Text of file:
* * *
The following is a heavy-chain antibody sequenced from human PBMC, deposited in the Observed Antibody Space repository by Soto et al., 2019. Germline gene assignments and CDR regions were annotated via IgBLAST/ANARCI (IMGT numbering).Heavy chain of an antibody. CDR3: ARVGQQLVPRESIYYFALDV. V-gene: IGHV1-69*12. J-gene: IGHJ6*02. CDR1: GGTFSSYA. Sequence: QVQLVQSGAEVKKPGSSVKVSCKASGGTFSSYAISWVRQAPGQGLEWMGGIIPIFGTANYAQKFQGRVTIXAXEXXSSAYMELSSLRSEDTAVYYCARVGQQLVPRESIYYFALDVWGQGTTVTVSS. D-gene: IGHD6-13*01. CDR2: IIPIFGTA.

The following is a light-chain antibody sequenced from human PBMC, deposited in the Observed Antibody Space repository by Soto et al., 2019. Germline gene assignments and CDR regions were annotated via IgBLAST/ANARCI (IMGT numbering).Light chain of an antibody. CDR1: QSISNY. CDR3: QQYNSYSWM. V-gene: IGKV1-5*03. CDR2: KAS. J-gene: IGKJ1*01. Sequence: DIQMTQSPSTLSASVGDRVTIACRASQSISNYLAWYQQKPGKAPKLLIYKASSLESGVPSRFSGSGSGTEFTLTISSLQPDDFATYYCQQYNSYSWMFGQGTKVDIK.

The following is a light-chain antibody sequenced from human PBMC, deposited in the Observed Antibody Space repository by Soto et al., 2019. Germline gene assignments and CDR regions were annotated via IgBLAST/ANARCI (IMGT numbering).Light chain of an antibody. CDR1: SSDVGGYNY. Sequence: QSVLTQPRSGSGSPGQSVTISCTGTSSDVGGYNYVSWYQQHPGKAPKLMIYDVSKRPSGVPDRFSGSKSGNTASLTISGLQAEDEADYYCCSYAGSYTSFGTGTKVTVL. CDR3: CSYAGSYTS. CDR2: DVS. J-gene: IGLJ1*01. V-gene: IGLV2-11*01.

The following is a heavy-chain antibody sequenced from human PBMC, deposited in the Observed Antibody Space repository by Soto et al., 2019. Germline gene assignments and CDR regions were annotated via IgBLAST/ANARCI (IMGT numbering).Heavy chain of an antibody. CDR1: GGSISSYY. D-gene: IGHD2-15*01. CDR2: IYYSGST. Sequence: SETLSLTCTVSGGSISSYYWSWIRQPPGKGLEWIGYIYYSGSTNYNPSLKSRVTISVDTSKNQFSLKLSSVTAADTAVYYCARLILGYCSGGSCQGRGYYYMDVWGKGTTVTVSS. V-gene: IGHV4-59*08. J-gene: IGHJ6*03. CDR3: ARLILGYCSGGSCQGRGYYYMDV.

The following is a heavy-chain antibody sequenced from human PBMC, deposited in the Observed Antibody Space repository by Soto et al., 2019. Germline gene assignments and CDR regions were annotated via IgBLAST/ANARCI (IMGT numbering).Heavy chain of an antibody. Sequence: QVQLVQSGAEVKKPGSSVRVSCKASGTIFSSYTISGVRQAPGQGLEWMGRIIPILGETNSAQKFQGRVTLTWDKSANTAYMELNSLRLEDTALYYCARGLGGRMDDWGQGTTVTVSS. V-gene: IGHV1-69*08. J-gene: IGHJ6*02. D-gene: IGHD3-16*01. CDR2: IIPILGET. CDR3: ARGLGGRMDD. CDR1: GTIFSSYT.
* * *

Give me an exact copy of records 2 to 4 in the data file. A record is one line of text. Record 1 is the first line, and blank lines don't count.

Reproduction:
The following is a light-chain antibody sequenced from human PBMC, deposited in the Observed Antibody Space repository by Soto et al., 2019. Germline gene assignments and CDR regions were annotated via IgBLAST/ANARCI (IMGT numbering).Light chain of an antibody. CDR1: QSISNY. CDR3: QQYNSYSWM. V-gene: IGKV1-5*03. CDR2: KAS. J-gene: IGKJ1*01. Sequence: DIQMTQSPSTLSASVGDRVTIACRASQSISNYLAWYQQKPGKAPKLLIYKASSLESGVPSRFSGSGSGTEFTLTISSLQPDDFATYYCQQYNSYSWMFGQGTKVDIK.

The following is a light-chain antibody sequenced from human PBMC, deposited in the Observed Antibody Space repository by Soto et al., 2019. Germline gene assignments and CDR regions were annotated via IgBLAST/ANARCI (IMGT numbering).Light chain of an antibody. CDR1: SSDVGGYNY. Sequence: QSVLTQPRSGSGSPGQSVTISCTGTSSDVGGYNYVSWYQQHPGKAPKLMIYDVSKRPSGVPDRFSGSKSGNTASLTISGLQAEDEADYYCCSYAGSYTSFGTGTKVTVL. CDR3: CSYAGSYTS. CDR2: DVS. J-gene: IGLJ1*01. V-gene: IGLV2-11*01.

The following is a heavy-chain antibody sequenced from human PBMC, deposited in the Observed Antibody Space repository by Soto et al., 2019. Germline gene assignments and CDR regions were annotated via IgBLAST/ANARCI (IMGT numbering).Heavy chain of an antibody. CDR1: GGSISSYY. D-gene: IGHD2-15*01. CDR2: IYYSGST. Sequence: SETLSLTCTVSGGSISSYYWSWIRQPPGKGLEWIGYIYYSGSTNYNPSLKSRVTISVDTSKNQFSLKLSSVTAADTAVYYCARLILGYCSGGSCQGRGYYYMDVWGKGTTVTVSS. V-gene: IGHV4-59*08. J-gene: IGHJ6*03. CDR3: ARLILGYCSGGSCQGRGYYYMDV.